Millions of people across the country enter the operating room each year, both for simple procedures and more complicated operations. While most expect to leave the OR in better shape than they entered, many do not anticipate leaving with a surgical souvenir that was mistakenly left inside their bodies. Although this may seem unheard of, at least 4,000 cases involving retained surgical items occur in the U.S. every year. Surgeons and other operating room staff may inadvertently leave a surgical sponge, or other piece of equipment behind in an operating site and suture before removing those items.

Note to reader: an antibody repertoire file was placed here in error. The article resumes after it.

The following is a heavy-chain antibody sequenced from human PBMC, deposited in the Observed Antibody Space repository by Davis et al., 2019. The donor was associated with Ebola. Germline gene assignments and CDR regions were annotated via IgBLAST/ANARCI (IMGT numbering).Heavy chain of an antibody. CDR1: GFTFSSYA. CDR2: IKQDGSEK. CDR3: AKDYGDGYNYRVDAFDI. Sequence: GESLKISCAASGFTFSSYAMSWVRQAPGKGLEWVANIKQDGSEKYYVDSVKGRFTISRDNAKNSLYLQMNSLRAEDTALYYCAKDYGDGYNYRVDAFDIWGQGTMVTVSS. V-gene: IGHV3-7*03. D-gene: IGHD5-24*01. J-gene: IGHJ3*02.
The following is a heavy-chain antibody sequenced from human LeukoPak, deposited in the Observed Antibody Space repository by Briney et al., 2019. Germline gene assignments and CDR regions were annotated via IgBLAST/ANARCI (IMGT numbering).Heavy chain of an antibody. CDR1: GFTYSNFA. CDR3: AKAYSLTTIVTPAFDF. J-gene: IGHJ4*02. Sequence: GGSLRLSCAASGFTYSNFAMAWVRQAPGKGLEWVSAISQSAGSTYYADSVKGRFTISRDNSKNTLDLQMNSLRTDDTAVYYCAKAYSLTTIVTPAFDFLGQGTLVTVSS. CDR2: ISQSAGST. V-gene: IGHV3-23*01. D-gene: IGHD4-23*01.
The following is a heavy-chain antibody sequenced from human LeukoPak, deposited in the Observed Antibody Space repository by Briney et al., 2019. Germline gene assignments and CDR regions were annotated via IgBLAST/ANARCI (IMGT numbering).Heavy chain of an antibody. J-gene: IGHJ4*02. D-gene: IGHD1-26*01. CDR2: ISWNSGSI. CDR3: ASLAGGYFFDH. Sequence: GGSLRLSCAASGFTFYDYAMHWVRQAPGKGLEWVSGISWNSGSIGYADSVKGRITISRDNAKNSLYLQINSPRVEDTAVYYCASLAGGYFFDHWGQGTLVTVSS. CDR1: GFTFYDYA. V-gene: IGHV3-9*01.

One of the most common items left behind in patients are surgical sponges. These gauze-like pads are used to soak up bodily fluids and keep the target site clean and visible. The problem is that once these sponges become soaked with blood and interstitial fluid, they are hard to see within the body cavity. Operating room nurses and technicians are supposed to keep an accurate count of surgical equipment before, during and after the procedure to ensure nothing is left behind. However, studies show that even when staff reports everything accounted for, it is often not and the patient may go home with an unintended item in his or her body.
Retained surgical items can cause massive infections and may require major surgery once the mistake is identified. One woman who had a hysterectomy, discovered four years later that a surgical sponge left in her body had adhered to her walls of the stomach and bladder, causing a serious infection. After extensive surgery, she now suffers from depression, anxiety and bowel problems.